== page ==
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-   -   Some Ideas for Adventures (http://www.travellerrpg.com/CotI/Discuss/showthread.php?t=39026)

Timerover51 April 30th, 2018 03:47 PM

Some Ideas for Adventures
 
I have been thinking about some ideas for Twilight 2000 adventures, both in the U.S. and abroad, and thought that I would put these out for review.

One: A South African physicist emigrates to Australia in 1995 with the end of Apartheid and then sees the chaos developing in Africa as a by-product of the war in the north. He contacts the Australian Ministry of Defense, and reveals to them that South Africa had a small stockpile of nuclear weapons for use if needed against outside interventionist forces. The fissionable components were kept separate from the rest of the weapon as part of the safeguards against unauthorized use. He urges the Australians to recover the fissionable components before a terrorist group acquires them. He knows the location, and the fact that they have been carefully concealed from the new government, such as it is. Given his credentials and knowledge, the Australians decide to send in a small team to attempt recovery. A small number of expatriate South African veterans are available to assist as well. An Australian navy ship will transport the team and land them using its helicopters. Secrecy and time are of the essence.

Note: South Africa was widely suspected of having a small nuclear weapons stockpile, which disappeared when the apartheid government left power.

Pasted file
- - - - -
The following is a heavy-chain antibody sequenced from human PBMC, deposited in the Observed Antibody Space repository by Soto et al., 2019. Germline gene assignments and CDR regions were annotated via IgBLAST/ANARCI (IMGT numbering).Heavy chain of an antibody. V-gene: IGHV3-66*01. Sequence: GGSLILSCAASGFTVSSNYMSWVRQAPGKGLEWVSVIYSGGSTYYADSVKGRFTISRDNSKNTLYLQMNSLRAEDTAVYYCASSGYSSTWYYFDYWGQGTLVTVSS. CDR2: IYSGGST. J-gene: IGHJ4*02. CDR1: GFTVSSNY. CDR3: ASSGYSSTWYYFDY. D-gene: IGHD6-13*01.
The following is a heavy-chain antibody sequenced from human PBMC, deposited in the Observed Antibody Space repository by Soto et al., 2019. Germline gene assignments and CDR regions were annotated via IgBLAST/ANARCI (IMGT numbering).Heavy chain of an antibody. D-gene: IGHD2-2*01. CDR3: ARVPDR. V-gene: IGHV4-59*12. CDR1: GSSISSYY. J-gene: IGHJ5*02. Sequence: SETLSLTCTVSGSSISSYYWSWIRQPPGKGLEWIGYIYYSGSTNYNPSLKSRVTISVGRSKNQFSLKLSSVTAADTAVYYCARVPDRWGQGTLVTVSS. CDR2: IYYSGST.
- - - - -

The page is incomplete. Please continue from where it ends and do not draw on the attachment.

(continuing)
Two: Looking at the various published adventures, there are none that consider the location of U.S. gold stockpiles. The largest quantity is located in the basement vault of the New York Federal Reserve Bank, and is over 7000 tons of gold, almost all of which is owned by foreign governments and banks. Then you have Fort Knox, which has about 4500 tons. Then there is a small mint located on the land of West Point, which handles the minting of commemorative gold and silver coins for the government. Assuming the West Point is hit with nuclear weapons, that mint might be heavily damaged, but contain gold and silver in considerably quantities. A group might be tasked to check the West Point mint for recoverable gold and silver, or check out the depository at Fort Knox to see if gold might be recovered from there. I assume that Fort Know was hit with nuclear weapons as well. New York might not be a feasible option, as the vault was in the lowest basement, and presumably, has a very large mass of wreckage above it.

Three: A lot of U.S. crude oil is moved by barge up and down the Mississippi and Ohio rivers. The barges are loaded from oil pipelines that lead to the oil fields in Texas, Oklahoma, Louisiana, and other states. There are small refineries located in Indiana, Kentucky, and West Virginia that would be getting part of their oil through the barges. The refineries also get some of their crude via trucks, picking it up from small producers. A group could be hired to either suppress some pirates on the Mississippi or Ohio rivers raiding both the crude and refined oil shipments, or your group could be hired to track done a group of land brigands doing the same thing to your trucks. More on that later.

Note: A lot of U.S. crude oil is shipped to refineries via oil pipeline, barges, or tank trucks (to the small refineries). As the oil fields will still be in operation, and pipelines make very poor targets for nuclear weapons compared to a refinery, those will still be around, as will the river barges. As the refineries can produce fuel for both the towboats and trucks, a supply system can still operate. I did some research online last night, and this would be viable today, even with a much reduced number of refineries. In 1995, there would have been about twice the number working, so making it even more of an option. There is one refinery operating in southern Arkansas that is drawing from the oil field it is located on top of.